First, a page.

The CFIDS Association of America says that $2 million in funding — backed by individual gifts including a $250,000 donation from best-selling writer Laura Hillenbrand, who has chronic fatigue syndrome– is going to grants and projects designed to accelerate the development of treatments for CFS.
One of the new projects: an attempt at so-called drug repurposing, when already-approved drugs for one indication are tried in a different disease.
As the WSJ has reported, drug repurposing is getting a big push from a number of quarters, including the NIH, which is targeting repurposing efforts in rare diseases, and organizations such as the ALS Therapy Development Institute, which recently reported that an approved multiple sclerosis drug appeared to be effective in mice with ALS.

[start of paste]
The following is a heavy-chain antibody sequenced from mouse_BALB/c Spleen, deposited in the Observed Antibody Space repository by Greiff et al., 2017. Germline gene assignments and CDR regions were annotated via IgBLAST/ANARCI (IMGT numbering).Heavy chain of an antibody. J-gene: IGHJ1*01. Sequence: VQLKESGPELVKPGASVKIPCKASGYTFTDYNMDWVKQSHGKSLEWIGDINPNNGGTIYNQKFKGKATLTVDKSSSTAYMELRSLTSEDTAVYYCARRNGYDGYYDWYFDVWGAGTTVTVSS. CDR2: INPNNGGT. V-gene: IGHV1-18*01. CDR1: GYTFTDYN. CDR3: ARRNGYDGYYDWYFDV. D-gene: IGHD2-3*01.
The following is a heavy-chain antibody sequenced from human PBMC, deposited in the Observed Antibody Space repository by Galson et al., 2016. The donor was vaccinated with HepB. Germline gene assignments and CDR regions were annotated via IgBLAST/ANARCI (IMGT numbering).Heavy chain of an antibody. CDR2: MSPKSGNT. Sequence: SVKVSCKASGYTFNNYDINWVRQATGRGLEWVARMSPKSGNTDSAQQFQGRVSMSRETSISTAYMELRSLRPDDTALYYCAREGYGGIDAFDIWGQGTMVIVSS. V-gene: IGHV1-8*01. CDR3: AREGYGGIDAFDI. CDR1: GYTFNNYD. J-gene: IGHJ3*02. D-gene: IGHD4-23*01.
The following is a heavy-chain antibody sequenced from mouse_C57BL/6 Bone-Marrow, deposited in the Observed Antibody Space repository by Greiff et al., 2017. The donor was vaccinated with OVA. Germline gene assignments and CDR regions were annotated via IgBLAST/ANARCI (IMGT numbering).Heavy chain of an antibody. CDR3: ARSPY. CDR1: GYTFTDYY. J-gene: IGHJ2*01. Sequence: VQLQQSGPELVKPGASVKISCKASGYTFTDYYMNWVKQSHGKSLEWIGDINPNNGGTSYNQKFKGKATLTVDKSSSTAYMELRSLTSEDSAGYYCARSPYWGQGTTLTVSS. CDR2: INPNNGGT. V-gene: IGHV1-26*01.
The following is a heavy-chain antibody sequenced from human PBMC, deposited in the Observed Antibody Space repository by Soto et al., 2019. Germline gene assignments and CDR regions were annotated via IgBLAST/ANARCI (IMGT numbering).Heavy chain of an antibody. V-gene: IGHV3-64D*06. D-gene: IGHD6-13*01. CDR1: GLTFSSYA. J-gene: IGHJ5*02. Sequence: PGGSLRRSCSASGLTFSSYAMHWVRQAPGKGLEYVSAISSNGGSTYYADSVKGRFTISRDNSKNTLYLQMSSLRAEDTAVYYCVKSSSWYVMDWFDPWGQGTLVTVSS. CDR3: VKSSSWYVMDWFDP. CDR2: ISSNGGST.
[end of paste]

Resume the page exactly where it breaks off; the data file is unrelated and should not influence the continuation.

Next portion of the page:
The high cost of developing new therapies has helped drive recent interest in drug repurposing. The concept is that a drug already approved for one condition will cost less and move faster into the clinic if it turns out to also work in a different disease. Nonetheless, at first glance, CFS might seem an unusual condition in which to try drug repurposing.
CFS has no known cause. Doctors usually make the diagnosis by ruling out other problems. Many of the symptoms — including muscle and joint pain, cognitive dysfunction, headaches, and unrefreshing sleep — are very difficult to treat. There is currently no FDA-approved drug for CFS.